Melatonin is a hormone that’s largely in charge of our sleep-wake cycle, or circadian rhythm. The pea-size pineal gland deep in the brain releases more melatonin as the day winds down. This tells our body and mind that it’s time to start thinking about sleep.
You already know that melatonin is a popular supplement for sleep — and that melatonin’s benefits go far beyond sleep. Did you also know that our bodies produce it, and that melatonin is found in certain foods? Read on to learn which foods are high in melatonin — and why certain sources might be better than others.
Almonds and other nuts are a source of melatonin. Sip on almond milk at bedtime, or enjoy a handful as a bedtime snack.
Among animal products, eggs are the food highest in melatonin (along with fish). Plus, eggs deliver protein to help keep you satiated all night long without feeling too full.
3. Goji berries
Goji berries are the fruit highest in melatonin. These little berries are also a valued herbal ingredient in Traditional Chinese Medicine. Pair them with almonds in the evening!
Did your parents ever give you a warm glass of milk at bedtime? Turns out there’s something to that tradition, since milks provides tryptophan and melatonin. Fun fact: Nighttime milking yields a lot more melatonin than morning milkings do, potentially making some milk the food highest in melatonin if it comes from well-rested cows!
As it turns out, our friends in the fungi kingdom — including plain button mushrooms — are foods high in melatonin!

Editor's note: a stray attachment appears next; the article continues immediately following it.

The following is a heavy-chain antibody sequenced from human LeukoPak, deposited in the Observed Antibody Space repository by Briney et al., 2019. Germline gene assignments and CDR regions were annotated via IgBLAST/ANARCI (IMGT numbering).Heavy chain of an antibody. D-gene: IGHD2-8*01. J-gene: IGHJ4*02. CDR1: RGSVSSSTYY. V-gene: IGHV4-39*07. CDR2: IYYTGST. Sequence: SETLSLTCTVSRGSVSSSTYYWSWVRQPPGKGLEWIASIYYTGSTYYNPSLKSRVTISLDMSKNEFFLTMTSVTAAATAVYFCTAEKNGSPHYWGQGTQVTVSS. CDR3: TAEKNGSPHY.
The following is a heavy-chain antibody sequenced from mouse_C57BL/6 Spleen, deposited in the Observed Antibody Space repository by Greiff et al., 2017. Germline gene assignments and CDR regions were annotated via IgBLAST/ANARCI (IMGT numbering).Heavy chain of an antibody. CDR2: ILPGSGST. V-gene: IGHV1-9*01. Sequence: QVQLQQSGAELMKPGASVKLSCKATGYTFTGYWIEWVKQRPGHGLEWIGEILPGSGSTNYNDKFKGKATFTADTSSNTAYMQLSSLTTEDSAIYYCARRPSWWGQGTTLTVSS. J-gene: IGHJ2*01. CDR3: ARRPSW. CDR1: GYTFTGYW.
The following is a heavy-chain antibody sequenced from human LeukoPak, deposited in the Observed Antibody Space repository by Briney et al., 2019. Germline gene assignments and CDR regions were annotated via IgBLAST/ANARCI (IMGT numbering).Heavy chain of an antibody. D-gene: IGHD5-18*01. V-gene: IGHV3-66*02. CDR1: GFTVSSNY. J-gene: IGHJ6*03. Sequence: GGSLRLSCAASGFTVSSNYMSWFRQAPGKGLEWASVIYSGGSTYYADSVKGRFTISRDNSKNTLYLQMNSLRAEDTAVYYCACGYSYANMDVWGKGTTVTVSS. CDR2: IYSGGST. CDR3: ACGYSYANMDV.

6. Tart cherries
A favorite ingredient of athletes, tart cherries and tart cherry juice always show up on lists of foods high in melatonin. Grapes and strawberries also provide melatonin.
7. Tomatoes and peppers
Tomatoes and peppers are the vegetables highest in melatonin, but it varies by type!
What about turkey?
Based on anecdotes from Thanksgiving after-dinner naps, everyone assumes turkey is a food high in melatonin. It’s actually a source of tryptophan, which is melatonin’s precursor, and does help support sleep.
Tryptophan is an amino acid (those are the building blocks of protein) that is found in certain foods. Your body converts it into a molecule called 5-HTP, which it then uses to make serotonin (the happy hormone) and melatonin. That’s why we included some foods that provide both tryptophan and melatonin in the list of foods high in melatonin!
How much melatonin is in food?
It can be hard to determine the exact bioavailability of melatonin in foods and gauge whether we’re getting enough when we want it. Unlike with essential vitamins and minerals, there’s no dietary guideline for how much melatonin we need. We do know that 5 mg of melatonin is a safe, effective amount (that’s how much we use in Hello Dreams™ sleep strips).
Integrating these whole foods high in melatonin into your evening meals and snacks is certainly a healthy habit. But if you’re taking melatonin for sleep support, you might want to consider reaching for a high-quality supplement with more than just melatonin!*
By including Jujube Seed, Poria fungus and Licorice Root, Hello Dreams™ sleep strips with Melatonin & Calm Down™ herbal blend help you fall asleep, stay asleep and wake up rejuvenated!* Melatonin eases you to sleep, while the herbs quiet your mind and body for restorative rest.* Take one at bedtime! To use, simply place one on your tongue and wait for it to dissolve, then swallow, 5-10 minutes before bedtime.
*These statements have not been evaluated by the Food and Drug Administration. These products are not intended to diagnose, treat, cure or prevent any disease.